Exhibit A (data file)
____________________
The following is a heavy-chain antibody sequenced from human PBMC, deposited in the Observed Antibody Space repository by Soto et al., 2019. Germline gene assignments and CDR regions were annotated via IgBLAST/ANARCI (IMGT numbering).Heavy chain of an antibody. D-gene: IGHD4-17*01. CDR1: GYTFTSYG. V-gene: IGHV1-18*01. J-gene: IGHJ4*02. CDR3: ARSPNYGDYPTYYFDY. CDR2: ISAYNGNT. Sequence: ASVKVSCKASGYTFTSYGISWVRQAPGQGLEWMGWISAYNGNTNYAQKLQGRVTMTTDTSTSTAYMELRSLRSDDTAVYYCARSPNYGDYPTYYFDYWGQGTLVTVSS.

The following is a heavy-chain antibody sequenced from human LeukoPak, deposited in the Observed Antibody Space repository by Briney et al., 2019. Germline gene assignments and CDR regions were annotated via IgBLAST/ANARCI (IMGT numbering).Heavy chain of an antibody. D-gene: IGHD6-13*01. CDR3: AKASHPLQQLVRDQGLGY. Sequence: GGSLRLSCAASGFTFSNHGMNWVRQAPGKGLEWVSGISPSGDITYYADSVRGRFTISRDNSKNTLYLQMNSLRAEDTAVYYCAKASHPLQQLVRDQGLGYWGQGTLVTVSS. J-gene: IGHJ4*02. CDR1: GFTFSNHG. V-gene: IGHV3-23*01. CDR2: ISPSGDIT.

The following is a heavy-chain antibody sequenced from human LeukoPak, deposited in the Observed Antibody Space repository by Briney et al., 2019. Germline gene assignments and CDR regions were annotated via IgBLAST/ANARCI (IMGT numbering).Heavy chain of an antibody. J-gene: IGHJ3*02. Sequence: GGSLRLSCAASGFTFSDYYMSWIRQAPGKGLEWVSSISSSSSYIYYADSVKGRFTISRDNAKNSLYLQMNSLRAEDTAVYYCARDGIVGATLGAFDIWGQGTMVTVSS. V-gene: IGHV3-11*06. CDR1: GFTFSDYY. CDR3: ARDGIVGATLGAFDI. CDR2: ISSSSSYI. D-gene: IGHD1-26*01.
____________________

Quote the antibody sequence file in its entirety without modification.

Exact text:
The following is a heavy-chain antibody sequenced from human PBMC, deposited in the Observed Antibody Space repository by Soto et al., 2019. Germline gene assignments and CDR regions were annotated via IgBLAST/ANARCI (IMGT numbering).Heavy chain of an antibody. D-gene: IGHD4-17*01. CDR1: GYTFTSYG. V-gene: IGHV1-18*01. J-gene: IGHJ4*02. CDR3: ARSPNYGDYPTYYFDY. CDR2: ISAYNGNT. Sequence: ASVKVSCKASGYTFTSYGISWVRQAPGQGLEWMGWISAYNGNTNYAQKLQGRVTMTTDTSTSTAYMELRSLRSDDTAVYYCARSPNYGDYPTYYFDYWGQGTLVTVSS.

The following is a heavy-chain antibody sequenced from human LeukoPak, deposited in the Observed Antibody Space repository by Briney et al., 2019. Germline gene assignments and CDR regions were annotated via IgBLAST/ANARCI (IMGT numbering).Heavy chain of an antibody. D-gene: IGHD6-13*01. CDR3: AKASHPLQQLVRDQGLGY. Sequence: GGSLRLSCAASGFTFSNHGMNWVRQAPGKGLEWVSGISPSGDITYYADSVRGRFTISRDNSKNTLYLQMNSLRAEDTAVYYCAKASHPLQQLVRDQGLGYWGQGTLVTVSS. J-gene: IGHJ4*02. CDR1: GFTFSNHG. V-gene: IGHV3-23*01. CDR2: ISPSGDIT.

The following is a heavy-chain antibody sequenced from human LeukoPak, deposited in the Observed Antibody Space repository by Briney et al., 2019. Germline gene assignments and CDR regions were annotated via IgBLAST/ANARCI (IMGT numbering).Heavy chain of an antibody. J-gene: IGHJ3*02. Sequence: GGSLRLSCAASGFTFSDYYMSWIRQAPGKGLEWVSSISSSSSYIYYADSVKGRFTISRDNAKNSLYLQMNSLRAEDTAVYYCARDGIVGATLGAFDIWGQGTMVTVSS. V-gene: IGHV3-11*06. CDR1: GFTFSDYY. CDR3: ARDGIVGATLGAFDI. CDR2: ISSSSSYI. D-gene: IGHD1-26*01.